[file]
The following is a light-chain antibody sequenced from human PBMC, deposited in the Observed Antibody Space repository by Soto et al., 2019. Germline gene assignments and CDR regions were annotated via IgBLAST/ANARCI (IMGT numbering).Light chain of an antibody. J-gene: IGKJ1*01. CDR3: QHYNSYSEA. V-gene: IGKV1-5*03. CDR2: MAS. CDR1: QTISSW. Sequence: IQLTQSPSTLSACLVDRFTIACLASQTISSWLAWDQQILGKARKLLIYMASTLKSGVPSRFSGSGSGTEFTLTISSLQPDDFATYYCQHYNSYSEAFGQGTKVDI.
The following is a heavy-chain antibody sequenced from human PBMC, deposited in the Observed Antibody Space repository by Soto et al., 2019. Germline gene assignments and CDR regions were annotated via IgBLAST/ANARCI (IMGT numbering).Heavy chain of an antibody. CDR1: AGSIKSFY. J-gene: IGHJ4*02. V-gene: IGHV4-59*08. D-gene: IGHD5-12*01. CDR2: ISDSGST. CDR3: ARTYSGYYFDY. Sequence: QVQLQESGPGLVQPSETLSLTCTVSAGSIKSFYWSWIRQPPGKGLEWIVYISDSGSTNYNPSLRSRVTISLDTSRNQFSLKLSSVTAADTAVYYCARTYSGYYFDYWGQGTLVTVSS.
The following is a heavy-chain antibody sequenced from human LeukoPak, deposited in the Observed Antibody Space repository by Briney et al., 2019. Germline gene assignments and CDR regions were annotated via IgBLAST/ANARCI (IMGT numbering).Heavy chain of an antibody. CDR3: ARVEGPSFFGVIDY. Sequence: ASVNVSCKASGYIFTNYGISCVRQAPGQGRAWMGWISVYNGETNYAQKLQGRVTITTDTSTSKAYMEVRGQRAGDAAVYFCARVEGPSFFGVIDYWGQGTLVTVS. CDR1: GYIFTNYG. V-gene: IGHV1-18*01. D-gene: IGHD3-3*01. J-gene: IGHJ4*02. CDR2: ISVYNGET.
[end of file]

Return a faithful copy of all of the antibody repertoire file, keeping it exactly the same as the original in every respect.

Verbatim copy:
The following is a light-chain antibody sequenced from human PBMC, deposited in the Observed Antibody Space repository by Soto et al., 2019. Germline gene assignments and CDR regions were annotated via IgBLAST/ANARCI (IMGT numbering).Light chain of an antibody. J-gene: IGKJ1*01. CDR3: QHYNSYSEA. V-gene: IGKV1-5*03. CDR2: MAS. CDR1: QTISSW. Sequence: IQLTQSPSTLSACLVDRFTIACLASQTISSWLAWDQQILGKARKLLIYMASTLKSGVPSRFSGSGSGTEFTLTISSLQPDDFATYYCQHYNSYSEAFGQGTKVDI.
The following is a heavy-chain antibody sequenced from human PBMC, deposited in the Observed Antibody Space repository by Soto et al., 2019. Germline gene assignments and CDR regions were annotated via IgBLAST/ANARCI (IMGT numbering).Heavy chain of an antibody. CDR1: AGSIKSFY. J-gene: IGHJ4*02. V-gene: IGHV4-59*08. D-gene: IGHD5-12*01. CDR2: ISDSGST. CDR3: ARTYSGYYFDY. Sequence: QVQLQESGPGLVQPSETLSLTCTVSAGSIKSFYWSWIRQPPGKGLEWIVYISDSGSTNYNPSLRSRVTISLDTSRNQFSLKLSSVTAADTAVYYCARTYSGYYFDYWGQGTLVTVSS.
The following is a heavy-chain antibody sequenced from human LeukoPak, deposited in the Observed Antibody Space repository by Briney et al., 2019. Germline gene assignments and CDR regions were annotated via IgBLAST/ANARCI (IMGT numbering).Heavy chain of an antibody. CDR3: ARVEGPSFFGVIDY. Sequence: ASVNVSCKASGYIFTNYGISCVRQAPGQGRAWMGWISVYNGETNYAQKLQGRVTITTDTSTSKAYMEVRGQRAGDAAVYFCARVEGPSFFGVIDYWGQGTLVTVS. CDR1: GYIFTNYG. V-gene: IGHV1-18*01. D-gene: IGHD3-3*01. J-gene: IGHJ4*02. CDR2: ISVYNGET.